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HP and the Curse of WebOS

HP ditches its ailing WebOS phones and Touchpad.
August 18, 2011

HP announced today that it will stop making phones and tablets using the WebOS operating system. The company had hoped to use these devices and software to get a leg up in the incredibly competitive mobile devices market.

In an earnings call, HP executives praised the WebOS software, even while admitting the failure of the associated hardware. CEO Leo Apotheker called WebOS “elegant,” and said the company plans to keep the software and perhaps license it. However, CFO Cathie Lesjak followed with numbers illustrating why HP has no choice but to dump its manufacture of WebOS hardware.

“About a year ago, we made a bet on WebOS—that we could create a new ecosystem of apps and devices,” Lesjak said, elaborating that HP was aiming for the number two position in the market (presumably after Apple). Touchpad sales were extremely disappointing, however—and were made even worse when HP had to discount the price of the device by $100. “With such a young ecosystem and poorly received hardware, we could not maintain [the number two] position.”

HP says it’s been losing money on WebOS. According to Lesjak, the company’s corporate investments category, which includes WebOS, earned $266 million in revenue this quarter—but lost $332 million. She added that HP expected an even larger loss in the fourth quarter if it continued to support WebOS, and that really supporting and reviving the hardware would require one to two years of significant investment, “creating risk without clear returns.”

Most people agree that WebOS is a well-designed piece of software that deserves better than the commercial reckoning it’s suffered. That said, HP’s not the first company to struggle to commercialize it. Earlier this year, I wrote:

Palm’s WebOS operating system was the ailing company’s last-ditch effort to reclaim the market it once dominated with its popular PDA. The WebOS operating system uses Web technologies familiar to developers, such as HTML and JavaScript, instead of Objective C, the specialized language used to program apps for Apple’s iPhone. The Palm Pre, which was the first device to feature the operating system, was praised for its design when released in June 2009, but it was a flop in the market, leading to HP’s acquisition of Palm.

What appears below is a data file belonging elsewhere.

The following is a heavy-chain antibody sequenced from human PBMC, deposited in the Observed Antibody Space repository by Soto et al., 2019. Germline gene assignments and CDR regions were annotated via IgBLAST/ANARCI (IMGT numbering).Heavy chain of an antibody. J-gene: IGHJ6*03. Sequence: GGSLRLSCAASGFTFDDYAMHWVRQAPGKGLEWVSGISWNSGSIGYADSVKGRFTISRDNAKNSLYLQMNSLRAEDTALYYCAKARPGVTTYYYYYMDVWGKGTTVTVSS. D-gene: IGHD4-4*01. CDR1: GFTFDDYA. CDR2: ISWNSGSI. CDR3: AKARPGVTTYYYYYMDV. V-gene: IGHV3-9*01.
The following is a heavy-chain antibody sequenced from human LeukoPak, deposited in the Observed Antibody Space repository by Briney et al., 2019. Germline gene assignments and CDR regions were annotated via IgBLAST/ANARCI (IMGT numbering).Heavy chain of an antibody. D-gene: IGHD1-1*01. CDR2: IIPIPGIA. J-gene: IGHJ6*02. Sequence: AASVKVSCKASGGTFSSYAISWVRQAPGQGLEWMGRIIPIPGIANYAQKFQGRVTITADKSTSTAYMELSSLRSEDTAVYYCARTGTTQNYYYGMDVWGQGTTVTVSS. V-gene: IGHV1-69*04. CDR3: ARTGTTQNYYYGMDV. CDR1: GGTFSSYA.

Though HP came out strong earlier this year, announcing three major WebOS devices, many were dubious about their potential for success. I wrote:

Despite the many attractive features of WebOS and these three new devices, experts predict that HP faces an uphill battle. Sarah Rotman Epps, a senior analyst with Forrester Research, calls the integration between phone and tablet “a nifty whizbang,” but adds that “it’s unlikely that consumers will buy into the whole phone-tablet ecosystem.”

HP also needs to get developers on board, since apps are a big part of any device’s appeal these days. While WebOS always received accolades for its design, it never attracted the developer firepower of Apple’s iOS or Google’s Android, leaving much of its promise unfulfilled.

Sales turned out to be extremely poor. AllThingsD reported yesterday:

According to one source who has seen internal HP reports, Best Buy has taken delivery of 270,000 TouchPads and has so far managed to sell only 25,000, or less than 10 percent of the units in its inventory. […] TouchPad sales aren’t only failing to catch on at Best Buy, but also at other retailers, including Wal-Mart, Micro Center and Fry’s, says analyst Rich Doherty, head of the Envisioneering Group.

There are still people disappointed by this most recent blow to WebOS. TechCrunch writes:

This news will come as a rather huge punch to the gut for webOS die-hards (myself included, though you can’t say that we couldn’t see it coming), many of whom have stood by the product for years — first in hopes that Palm would eventually launch a device worthy of the rather fantastic operating system, and later in hopes that HP’s acquisition of Palm would be the spark to the fire that just never seemed to light.

HP may not quite be done with WebOS, however. According to Ars Technica:

The company says that it will “continue to explore options to optimize the value of webOS software going forward.” This could be interpreted in a range of ways, from putting webOS on less competitive platforms (the company has indicated in the past its desire to put the OS in items like refrigerators), to even selling it to a competitor.

Even if the company does try to use WebOS in non-traditional devices, a fate as the operating system for a smart refrigerator seems an ignoble end for a promising platform.

Updated at 18:00 EST with details from an HP conference call.

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